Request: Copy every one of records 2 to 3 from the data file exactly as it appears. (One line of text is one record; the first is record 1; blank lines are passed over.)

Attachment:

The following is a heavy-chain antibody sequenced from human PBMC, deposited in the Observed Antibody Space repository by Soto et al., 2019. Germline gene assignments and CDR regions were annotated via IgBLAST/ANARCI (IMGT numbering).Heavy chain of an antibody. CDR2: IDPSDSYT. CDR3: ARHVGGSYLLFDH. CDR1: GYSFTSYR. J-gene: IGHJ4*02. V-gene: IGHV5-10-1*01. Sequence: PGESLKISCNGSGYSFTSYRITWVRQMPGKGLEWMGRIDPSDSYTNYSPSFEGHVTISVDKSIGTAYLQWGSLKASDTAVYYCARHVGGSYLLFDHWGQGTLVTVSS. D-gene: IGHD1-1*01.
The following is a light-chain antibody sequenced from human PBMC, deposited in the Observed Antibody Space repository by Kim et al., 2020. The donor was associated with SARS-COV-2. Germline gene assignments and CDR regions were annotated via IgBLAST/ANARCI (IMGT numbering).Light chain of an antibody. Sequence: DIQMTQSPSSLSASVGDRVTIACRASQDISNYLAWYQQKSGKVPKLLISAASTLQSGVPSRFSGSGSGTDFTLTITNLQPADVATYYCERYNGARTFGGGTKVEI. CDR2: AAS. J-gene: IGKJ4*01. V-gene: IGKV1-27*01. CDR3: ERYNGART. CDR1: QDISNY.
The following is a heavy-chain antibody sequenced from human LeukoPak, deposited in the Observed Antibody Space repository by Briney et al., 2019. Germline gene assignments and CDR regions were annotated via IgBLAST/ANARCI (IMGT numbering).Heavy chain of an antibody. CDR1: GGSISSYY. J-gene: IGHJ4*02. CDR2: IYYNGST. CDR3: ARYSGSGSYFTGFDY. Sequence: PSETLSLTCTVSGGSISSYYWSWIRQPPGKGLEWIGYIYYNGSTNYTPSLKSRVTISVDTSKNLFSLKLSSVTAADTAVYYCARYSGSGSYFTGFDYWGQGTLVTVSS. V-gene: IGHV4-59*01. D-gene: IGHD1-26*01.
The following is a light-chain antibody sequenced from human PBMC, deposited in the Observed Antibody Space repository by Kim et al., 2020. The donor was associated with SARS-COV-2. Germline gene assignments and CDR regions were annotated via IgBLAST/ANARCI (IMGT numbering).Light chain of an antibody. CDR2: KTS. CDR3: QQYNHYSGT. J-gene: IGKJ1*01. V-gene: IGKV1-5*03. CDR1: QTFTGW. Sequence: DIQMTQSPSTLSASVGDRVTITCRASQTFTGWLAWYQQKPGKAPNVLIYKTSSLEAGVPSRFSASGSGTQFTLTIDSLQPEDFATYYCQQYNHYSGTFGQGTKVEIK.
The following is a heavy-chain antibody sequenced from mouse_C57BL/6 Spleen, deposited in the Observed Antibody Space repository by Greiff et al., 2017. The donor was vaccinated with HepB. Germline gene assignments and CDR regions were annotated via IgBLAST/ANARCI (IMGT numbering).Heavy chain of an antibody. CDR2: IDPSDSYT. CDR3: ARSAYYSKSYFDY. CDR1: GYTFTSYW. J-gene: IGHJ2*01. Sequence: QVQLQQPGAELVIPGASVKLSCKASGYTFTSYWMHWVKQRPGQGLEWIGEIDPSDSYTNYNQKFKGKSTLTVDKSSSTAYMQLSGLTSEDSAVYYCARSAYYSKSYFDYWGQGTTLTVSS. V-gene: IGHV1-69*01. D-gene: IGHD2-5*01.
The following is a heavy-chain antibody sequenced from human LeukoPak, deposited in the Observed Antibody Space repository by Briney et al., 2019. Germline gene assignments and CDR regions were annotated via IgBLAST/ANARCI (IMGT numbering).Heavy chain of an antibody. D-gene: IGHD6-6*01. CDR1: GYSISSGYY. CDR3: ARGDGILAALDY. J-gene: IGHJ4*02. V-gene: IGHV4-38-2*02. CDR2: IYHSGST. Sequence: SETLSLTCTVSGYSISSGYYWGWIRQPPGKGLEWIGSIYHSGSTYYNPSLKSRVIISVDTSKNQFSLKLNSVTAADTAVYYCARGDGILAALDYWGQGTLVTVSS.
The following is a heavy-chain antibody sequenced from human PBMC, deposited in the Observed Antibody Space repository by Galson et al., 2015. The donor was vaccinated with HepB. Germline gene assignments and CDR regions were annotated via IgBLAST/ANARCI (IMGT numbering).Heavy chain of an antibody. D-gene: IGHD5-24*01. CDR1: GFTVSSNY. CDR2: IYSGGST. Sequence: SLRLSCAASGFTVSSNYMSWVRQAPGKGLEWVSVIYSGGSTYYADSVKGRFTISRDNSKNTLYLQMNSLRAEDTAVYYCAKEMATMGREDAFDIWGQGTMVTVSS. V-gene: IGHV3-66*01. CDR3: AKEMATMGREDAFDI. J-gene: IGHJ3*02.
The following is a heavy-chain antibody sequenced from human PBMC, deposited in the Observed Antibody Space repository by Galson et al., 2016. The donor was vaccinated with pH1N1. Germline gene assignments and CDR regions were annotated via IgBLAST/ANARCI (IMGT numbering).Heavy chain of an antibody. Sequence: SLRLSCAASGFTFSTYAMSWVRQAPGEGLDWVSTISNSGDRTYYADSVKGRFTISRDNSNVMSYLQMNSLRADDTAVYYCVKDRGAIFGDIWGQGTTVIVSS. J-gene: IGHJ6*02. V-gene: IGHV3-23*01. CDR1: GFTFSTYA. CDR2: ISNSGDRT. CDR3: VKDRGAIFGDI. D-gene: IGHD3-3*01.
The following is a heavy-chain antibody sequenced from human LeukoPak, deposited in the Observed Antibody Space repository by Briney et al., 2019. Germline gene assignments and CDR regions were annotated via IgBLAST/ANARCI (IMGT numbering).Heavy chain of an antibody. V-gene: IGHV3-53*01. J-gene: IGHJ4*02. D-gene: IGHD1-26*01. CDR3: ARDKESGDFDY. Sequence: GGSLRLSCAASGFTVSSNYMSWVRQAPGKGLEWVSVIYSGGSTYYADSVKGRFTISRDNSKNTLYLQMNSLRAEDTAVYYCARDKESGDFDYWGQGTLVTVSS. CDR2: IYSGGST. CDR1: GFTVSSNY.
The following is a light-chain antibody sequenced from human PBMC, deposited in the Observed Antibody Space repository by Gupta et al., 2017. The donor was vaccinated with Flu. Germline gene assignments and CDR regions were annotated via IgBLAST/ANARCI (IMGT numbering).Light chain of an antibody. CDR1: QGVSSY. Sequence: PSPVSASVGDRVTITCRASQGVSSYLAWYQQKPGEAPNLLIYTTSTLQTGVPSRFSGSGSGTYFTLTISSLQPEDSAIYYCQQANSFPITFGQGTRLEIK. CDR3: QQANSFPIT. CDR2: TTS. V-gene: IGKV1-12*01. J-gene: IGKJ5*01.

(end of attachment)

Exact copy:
The following is a light-chain antibody sequenced from human PBMC, deposited in the Observed Antibody Space repository by Kim et al., 2020. The donor was associated with SARS-COV-2. Germline gene assignments and CDR regions were annotated via IgBLAST/ANARCI (IMGT numbering).Light chain of an antibody. Sequence: DIQMTQSPSSLSASVGDRVTIACRASQDISNYLAWYQQKSGKVPKLLISAASTLQSGVPSRFSGSGSGTDFTLTITNLQPADVATYYCERYNGARTFGGGTKVEI. CDR2: AAS. J-gene: IGKJ4*01. V-gene: IGKV1-27*01. CDR3: ERYNGART. CDR1: QDISNY.
The following is a heavy-chain antibody sequenced from human LeukoPak, deposited in the Observed Antibody Space repository by Briney et al., 2019. Germline gene assignments and CDR regions were annotated via IgBLAST/ANARCI (IMGT numbering).Heavy chain of an antibody. CDR1: GGSISSYY. J-gene: IGHJ4*02. CDR2: IYYNGST. CDR3: ARYSGSGSYFTGFDY. Sequence: PSETLSLTCTVSGGSISSYYWSWIRQPPGKGLEWIGYIYYNGSTNYTPSLKSRVTISVDTSKNLFSLKLSSVTAADTAVYYCARYSGSGSYFTGFDYWGQGTLVTVSS. V-gene: IGHV4-59*01. D-gene: IGHD1-26*01.